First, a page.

Monday, July 12, 2010

The Year in Review: Part 3

I've previously posted a couple of times about comp titles, those previously published books that are used to predict the sales of titles about to hit the market. At risk of self-plagiarism:

A comp title—short for "comparative title," sometimes just called a "comp"—is a title used as a predictive tool to help ballpark expected sales on a new title. Publishing houses invariably try to pick their own titles as comp titles, since they generally solicit POS (point-of-sale, i.e. through the register) data from their accounts that are more accurate than BookScan's. If the title is by an author who's previously published with the house, the author's previous title is often used; if not, a title similar in format, publishing season (fall, spring, or summer) and content is used. Houses also want to pick comps that are relatively recent, as it's unlikely POS data will be available for a book that was published in, say, 1989 (or even as recently as 2000).

As I've said before (and I'll say again): you're going to have astoundingly little, if any, say over which title(s) are picked as comps for your book. While you can certainly mention a comparative title or two in your query letter (hint: your book is not Harry Potter meets Twilight meets The Girl with the Dragon Tattoo), the decision is ultimately up to the house, and it's pretty unlikely that your suggestions (which may or may not be informed by appropriate sales figures) will survive from your query letter through your agent's pitch to your editor and your editor's pitch to the publisher.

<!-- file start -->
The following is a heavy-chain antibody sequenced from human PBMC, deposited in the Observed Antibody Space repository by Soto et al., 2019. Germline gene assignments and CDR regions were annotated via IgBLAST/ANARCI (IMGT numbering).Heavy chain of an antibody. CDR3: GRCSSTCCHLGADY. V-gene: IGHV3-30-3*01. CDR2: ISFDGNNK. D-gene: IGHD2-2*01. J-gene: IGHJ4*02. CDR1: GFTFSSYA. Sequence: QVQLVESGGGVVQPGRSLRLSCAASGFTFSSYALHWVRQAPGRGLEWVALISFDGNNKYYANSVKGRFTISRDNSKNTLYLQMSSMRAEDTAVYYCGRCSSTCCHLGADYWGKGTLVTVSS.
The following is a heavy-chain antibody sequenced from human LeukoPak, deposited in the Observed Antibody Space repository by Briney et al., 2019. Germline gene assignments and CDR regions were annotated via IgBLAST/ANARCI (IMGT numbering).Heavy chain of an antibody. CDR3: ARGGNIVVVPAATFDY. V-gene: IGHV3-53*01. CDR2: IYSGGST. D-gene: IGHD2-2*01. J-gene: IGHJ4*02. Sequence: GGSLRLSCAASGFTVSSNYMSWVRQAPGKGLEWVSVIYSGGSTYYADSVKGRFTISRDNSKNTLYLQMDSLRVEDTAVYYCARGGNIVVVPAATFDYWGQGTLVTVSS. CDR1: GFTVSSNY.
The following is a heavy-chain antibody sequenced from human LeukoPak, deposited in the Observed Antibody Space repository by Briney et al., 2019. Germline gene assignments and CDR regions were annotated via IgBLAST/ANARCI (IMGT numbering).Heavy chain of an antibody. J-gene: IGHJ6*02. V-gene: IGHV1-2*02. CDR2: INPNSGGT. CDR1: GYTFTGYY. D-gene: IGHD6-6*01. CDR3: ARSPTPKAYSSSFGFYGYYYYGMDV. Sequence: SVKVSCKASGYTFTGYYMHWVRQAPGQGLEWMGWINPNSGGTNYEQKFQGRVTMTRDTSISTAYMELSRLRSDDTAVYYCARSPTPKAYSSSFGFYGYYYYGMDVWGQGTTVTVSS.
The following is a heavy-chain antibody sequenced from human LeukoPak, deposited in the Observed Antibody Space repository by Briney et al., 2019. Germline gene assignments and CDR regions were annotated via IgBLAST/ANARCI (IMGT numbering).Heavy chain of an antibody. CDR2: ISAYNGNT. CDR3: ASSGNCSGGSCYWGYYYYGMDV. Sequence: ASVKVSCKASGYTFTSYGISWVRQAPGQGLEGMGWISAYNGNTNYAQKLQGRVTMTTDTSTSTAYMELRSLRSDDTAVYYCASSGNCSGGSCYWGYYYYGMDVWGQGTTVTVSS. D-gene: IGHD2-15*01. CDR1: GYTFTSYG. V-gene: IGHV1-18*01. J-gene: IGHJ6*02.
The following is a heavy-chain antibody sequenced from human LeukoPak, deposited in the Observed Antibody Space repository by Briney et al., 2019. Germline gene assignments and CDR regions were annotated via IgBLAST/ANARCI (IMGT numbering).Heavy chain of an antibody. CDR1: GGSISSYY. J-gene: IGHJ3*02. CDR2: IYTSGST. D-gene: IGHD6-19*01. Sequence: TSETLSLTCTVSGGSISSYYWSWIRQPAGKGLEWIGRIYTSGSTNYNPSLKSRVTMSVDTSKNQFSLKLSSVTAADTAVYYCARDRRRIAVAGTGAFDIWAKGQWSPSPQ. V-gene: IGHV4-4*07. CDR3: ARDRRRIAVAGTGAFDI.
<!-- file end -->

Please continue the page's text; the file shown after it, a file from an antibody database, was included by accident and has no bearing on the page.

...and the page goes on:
You can, however, ask your agent to find out what your comp title(s) is/are, then drive yourself moderately insane looking up sales figures and Amazon rankings for that/those title(s). (Remember that BookScan is 1.) expensive and 2.) only reports about 75% of the marketplace, and actual POS information from the publisher won't be shared with you.)

Und jetzt, meine Autoren, an update regarding e-books!

I think comp titles will still be necessary in THE FUTURE (the future... the future...), but not as means by which initial buys are determined. (After all, it's not like Amazon needs to buy 3,000 electronic files of a book in order to sell 3,000 e-books.) I think they'll generally be used as guides to determine target markets and advertising based on historical results, e.g. "We did this with Book X and it worked really well, and since that title's a good comp for Book Y, let's do something similar."

Comp titles will, I think, also be somewhat useful in terms of extrapolating sales figures for budgets and the like, but I imagine more accurate and nuanced predictive tools/methods will be developed as the shift to e-books continues.

Tomorrow's topic: self-publishing, redux!


  1. Interesting explanation. This is new territory to me, but it reminds me of using comps in real estate to estimate a home's value that's new to the market. Thank you!


  2. Self publishing online is a great idea. I'm surprised more authors don't create their own websites and FREE blogs with short stories.

  3. I never even thought much about comp titles. I know I'm sold by blurb / title / cover art (yeah, I know, I'm superficial) and pay little to no attention about comp titles. Not in movies nor books. My eyes just kind of skim over that bit. I'm far more interested in clues to genre and sub-genre found in those other areas. Still, every aspect that can help purchases it worth looking at.

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